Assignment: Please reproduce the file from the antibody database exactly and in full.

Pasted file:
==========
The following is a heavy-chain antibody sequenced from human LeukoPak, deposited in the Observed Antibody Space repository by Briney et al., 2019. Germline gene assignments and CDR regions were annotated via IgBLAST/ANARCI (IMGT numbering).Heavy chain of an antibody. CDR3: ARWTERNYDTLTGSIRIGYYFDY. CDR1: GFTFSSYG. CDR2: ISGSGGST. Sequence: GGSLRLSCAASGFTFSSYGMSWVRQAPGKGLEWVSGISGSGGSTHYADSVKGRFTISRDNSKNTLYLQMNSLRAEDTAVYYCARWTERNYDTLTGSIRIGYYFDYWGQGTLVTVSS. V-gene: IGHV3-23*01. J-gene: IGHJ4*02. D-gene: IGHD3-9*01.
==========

The following is a heavy-chain antibody sequenced from human LeukoPak, deposited in the Observed Antibody Space repository by Briney et al., 2019. Germline gene assignments and CDR regions were annotated via IgBLAST/ANARCI (IMGT numbering).Heavy chain of an antibody. CDR3: ARWTERNYDTLTGSIRIGYYFDY. CDR1: GFTFSSYG. CDR2: ISGSGGST. Sequence: GGSLRLSCAASGFTFSSYGMSWVRQAPGKGLEWVSGISGSGGSTHYADSVKGRFTISRDNSKNTLYLQMNSLRAEDTAVYYCARWTERNYDTLTGSIRIGYYFDYWGQGTLVTVSS. V-gene: IGHV3-23*01. J-gene: IGHJ4*02. D-gene: IGHD3-9*01.